The rich repertoire of songs and music that African-Americans have produced over the last century has to a large extent been recorded. Its value is recognized all over the world. The same cannot be said for black oratory, which shared the same roots and reflected similar emotions: slavery, segregation and imprisonment produced resistance, anger, bitterness and, often, resignation. Very few speeches were written, leave alone recorded, until the mid-20th century; and yet they had a huge cultural and historical impact. W. E. B. DuBois and Marcus Garvey were amongst the greatest orators during the early twentieth century. A generation later, Adam Clayton Powell, the independent Congressman elected from Harlem, could electrify an audience. This is the tradition within which the 1960s activist Malcolm X should be situated. It was his ability to articulate political ideas instinctively that won him an audience far beyond the ranks of the converted. First and foremost, he was one of the greatest orators that North America has ever produced.
’My institution subscribes to NLR, why can't I access this article?’
Also available in:
By the same author:
Between Past and Future
Responding to Asef Bayat, Tariq Ali argues that any adequate analysis of the outcomes of the Arab Spring must reckon with Washington’s tight defence of its interests in the region. The dynamics of the revolts located in a long history of Western intervention.
On Mao's Contradictions
Tariq Ali on Rebecca E Karl, Mao Zedong and China in the Twentieth-Century World. Level-headed exploration of the Great Helmsman’s life and legacies.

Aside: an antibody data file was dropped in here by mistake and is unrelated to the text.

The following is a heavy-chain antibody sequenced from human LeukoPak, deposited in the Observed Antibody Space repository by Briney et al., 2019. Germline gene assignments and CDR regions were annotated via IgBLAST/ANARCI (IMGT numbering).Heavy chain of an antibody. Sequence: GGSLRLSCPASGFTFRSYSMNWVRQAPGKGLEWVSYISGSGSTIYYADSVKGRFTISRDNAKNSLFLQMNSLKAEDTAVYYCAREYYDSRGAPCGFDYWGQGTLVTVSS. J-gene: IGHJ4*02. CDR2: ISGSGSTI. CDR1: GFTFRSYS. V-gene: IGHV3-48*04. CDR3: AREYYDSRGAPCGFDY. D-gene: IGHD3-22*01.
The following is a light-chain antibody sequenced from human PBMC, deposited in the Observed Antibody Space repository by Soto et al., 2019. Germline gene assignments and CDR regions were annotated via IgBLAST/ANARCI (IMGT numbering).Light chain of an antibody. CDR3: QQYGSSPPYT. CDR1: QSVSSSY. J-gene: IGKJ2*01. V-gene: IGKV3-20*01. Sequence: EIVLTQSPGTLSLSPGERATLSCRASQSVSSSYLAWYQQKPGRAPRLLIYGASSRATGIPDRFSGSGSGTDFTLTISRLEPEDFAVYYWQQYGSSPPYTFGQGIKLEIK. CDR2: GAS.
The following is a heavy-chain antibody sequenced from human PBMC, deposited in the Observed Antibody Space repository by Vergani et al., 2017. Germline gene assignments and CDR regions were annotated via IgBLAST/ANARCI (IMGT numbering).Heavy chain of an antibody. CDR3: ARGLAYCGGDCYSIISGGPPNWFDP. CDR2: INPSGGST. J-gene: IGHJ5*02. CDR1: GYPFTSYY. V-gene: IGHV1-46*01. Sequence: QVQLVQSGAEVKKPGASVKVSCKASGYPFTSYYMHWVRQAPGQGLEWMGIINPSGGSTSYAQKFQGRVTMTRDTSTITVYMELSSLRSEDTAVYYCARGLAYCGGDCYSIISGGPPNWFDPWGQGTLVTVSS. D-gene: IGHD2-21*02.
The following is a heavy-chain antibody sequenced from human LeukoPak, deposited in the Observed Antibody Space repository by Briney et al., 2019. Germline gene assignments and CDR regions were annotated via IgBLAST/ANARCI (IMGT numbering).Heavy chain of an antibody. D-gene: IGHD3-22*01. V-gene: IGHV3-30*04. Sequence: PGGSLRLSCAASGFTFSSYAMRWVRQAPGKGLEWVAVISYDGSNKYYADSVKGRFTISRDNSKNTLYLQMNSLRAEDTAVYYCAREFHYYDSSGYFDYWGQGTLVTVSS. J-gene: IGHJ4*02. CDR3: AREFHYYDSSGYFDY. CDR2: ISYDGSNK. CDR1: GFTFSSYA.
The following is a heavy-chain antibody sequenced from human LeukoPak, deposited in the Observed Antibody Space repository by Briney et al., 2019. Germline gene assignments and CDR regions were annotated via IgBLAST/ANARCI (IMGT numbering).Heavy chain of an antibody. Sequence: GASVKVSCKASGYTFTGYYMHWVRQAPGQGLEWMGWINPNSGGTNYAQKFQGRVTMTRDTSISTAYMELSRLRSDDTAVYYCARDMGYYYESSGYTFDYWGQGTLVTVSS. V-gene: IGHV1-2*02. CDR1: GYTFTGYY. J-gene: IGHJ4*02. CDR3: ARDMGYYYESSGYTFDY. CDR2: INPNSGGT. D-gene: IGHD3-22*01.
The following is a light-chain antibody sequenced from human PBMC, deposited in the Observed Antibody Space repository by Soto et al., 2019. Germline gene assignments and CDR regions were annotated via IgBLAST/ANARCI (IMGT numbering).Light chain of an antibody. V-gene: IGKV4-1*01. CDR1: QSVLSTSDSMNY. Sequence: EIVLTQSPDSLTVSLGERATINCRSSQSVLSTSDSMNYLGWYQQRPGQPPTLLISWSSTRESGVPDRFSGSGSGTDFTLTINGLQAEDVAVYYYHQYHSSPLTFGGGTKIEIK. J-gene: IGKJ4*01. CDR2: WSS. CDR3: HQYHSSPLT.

President of Cant
From declamations in Cairo to silence over Gaza, occupation of Iraq and escalation in Afghanistan and Pakistan, Tariq Ali asks what has changed in us foreign policy since the departure of Bush.
Death of a Comrade
Tariq Ali pays tribute to Peter Gowan, long-standing friend and mainstay of NLR’s editorial board, and his unique combination of analytical acuity, appetite for debate and generosity of spirit.
Afghanistan: Mirage of the Good War
Reasons for the West’s stalemate in Afghanistan sought neither in lack of troops and imperial treasure, nor in Pakistani obstruction, but in the very nature of the occupation regime. Tariq Ali on the actual results of ‘state-building’ in the Hindu Kush, as a broken country is subjected to the combined predations of NGOs and NATO.
The Life and Times of Simón B
Tariq Ali on John Lynch, Simón Bolívar: a Life. The Liberator as pragmatist, and his legacy from the colonial Andes to the Caracas of today—a prophylactic portrait for the times?
Mid-Point in the Middle East?
As fears are voiced within the US establishment of impending debacle in Iraq, a survey of the embattled landscape from Baghdad, Ramallah and Tehran to Beirut and Damascus. American control is slipping, Ali argues—but it is too soon to count on imperial defeat.
Remembering Edward Said
The physical and moral courage of a unique writer, and fighter—leading Arab intellectual, unconforming cultural theorist, champion of the Palestinian cause in the heartland of Israeli overseas power.
The American expedition to Baghdad, and world-wide reactions to the new imperium. From mass demonstrations against the war to the diplomatic hypocrisies colluding with it. The UN as framework of blockade and intervention yesterday, and mask of reconstruction tomorrow.
The Colour Khaki
Pakistan’s latest bout of military rule, as castle on the Pentagon’s West Asian chessboard: façade and realities of Musharraf’s dictatorship, and the complicity of clerical opposition to it.